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Kevin Durant responds to LeBron James’ ‘jealous’ comment: ‘LeBron can do whatever he wants’

Oklahoma City Thunder v Miami Heat

MIAMI, FL - DECEMBER 25: Kevin Durant #35 of the Oklahoma City Thunder drives against LeBron James #6 of the Miami Heat during a Christmas Day game on December 25, 2012 at American Airlines Arena in Miami, Florida. NOTE TO USER: User expressly acknowledges and agrees that, by downloading and/or using this photograph, user is consenting to the terms and conditions of the Getty Images License Agreement. Mandatory copyright notice: Copyright NBAE 2012 (Photo by Issac Baldizon/NBAE via Getty Images)

Issac Baldizon

LeBron James recently expressed his jealousy of how much Kevin Durant shoots.

LeBron attempts 16.2 shots per game (19th in the NBA) to Durant’s 19.5 (third in the NBA), so there is a certainly a significant difference for the leading MVP candidates. Neither player is putting up empty numbers – nothing close to that. Although I think he meant to honestly reveal the downside to his own situation, LeBron also – implicitly and only slightly – discredited Durant’s scoring average (30.0 to LeBron’s 25.9). After all, it’s easier to score more when you can shoot more.

It was only a matter of time until Durant was asked to respond.

Durant, via Darnell Mayberry of The Oklahoman:

“What he say?” Durant asked, rhetorically.

“How can I not see it? It’s been on CNN. It’s been on ABC, FOX Sports. Man, it’s been everywhere. Ya’ll blowing that out of proportion, man. I mean, I’m pretty sure, matter of fact, I’m 100 percent sure LeBron can do whatever he wants.”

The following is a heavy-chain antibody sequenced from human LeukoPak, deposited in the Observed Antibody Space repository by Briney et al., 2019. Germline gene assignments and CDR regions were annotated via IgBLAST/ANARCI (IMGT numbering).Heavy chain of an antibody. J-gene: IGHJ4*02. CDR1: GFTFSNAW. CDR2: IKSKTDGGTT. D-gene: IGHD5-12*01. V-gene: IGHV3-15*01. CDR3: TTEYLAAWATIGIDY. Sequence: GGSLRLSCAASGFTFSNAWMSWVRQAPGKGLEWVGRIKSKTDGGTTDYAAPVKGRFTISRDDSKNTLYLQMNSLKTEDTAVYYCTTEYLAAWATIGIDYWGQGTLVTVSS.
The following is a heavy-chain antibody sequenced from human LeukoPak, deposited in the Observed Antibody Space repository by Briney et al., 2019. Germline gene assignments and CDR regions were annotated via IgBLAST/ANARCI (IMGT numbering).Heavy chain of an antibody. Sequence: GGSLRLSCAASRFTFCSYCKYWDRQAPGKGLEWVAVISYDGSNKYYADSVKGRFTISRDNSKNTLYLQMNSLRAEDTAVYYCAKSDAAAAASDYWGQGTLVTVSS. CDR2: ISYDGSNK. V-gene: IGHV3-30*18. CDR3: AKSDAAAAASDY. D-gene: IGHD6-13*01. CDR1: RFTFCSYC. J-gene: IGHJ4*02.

That is a
great answer.

LeBron can do whatever he wants. With a clever comment, Durant spins this back on LeBron, whose initial comments now seem like a humblebrag. Ugh, I wish I could score more, but I’m just too good a teammate.

Of course, that’s only one portion of what LeBron said.

I mostly agree with the rest of Durant’s comment, that some are blowing LeBron’s comments out of proportion. They’re certainly interesting and worthy of discussion, but I don’t think they’re a call for change.

As I said before, I think the denigration of Durant’s numbers was only a side effect of LeBron’s main purpose: to discuss his internal conflict. LeBron wants to play within the Heat’s system, a system that admittedly makes him the focal point, and he also wants to shoot more. That’s fine, and LeBron clearly chooses the former more than the latter.

We all face dilemmas like that in our own lives. I want to eat all the ice cream in my freezer right now (peanut cup and pretzel), but I also want to be relatively healthy. I have to choose between two things I want, and LeBron does the same with playing within Miami’s system and shooting more. It’s compelling to hear him discuss the road he’s not taking.

It’s just unfortunate Durant was painted as doing something wrong, because he’s certainly not.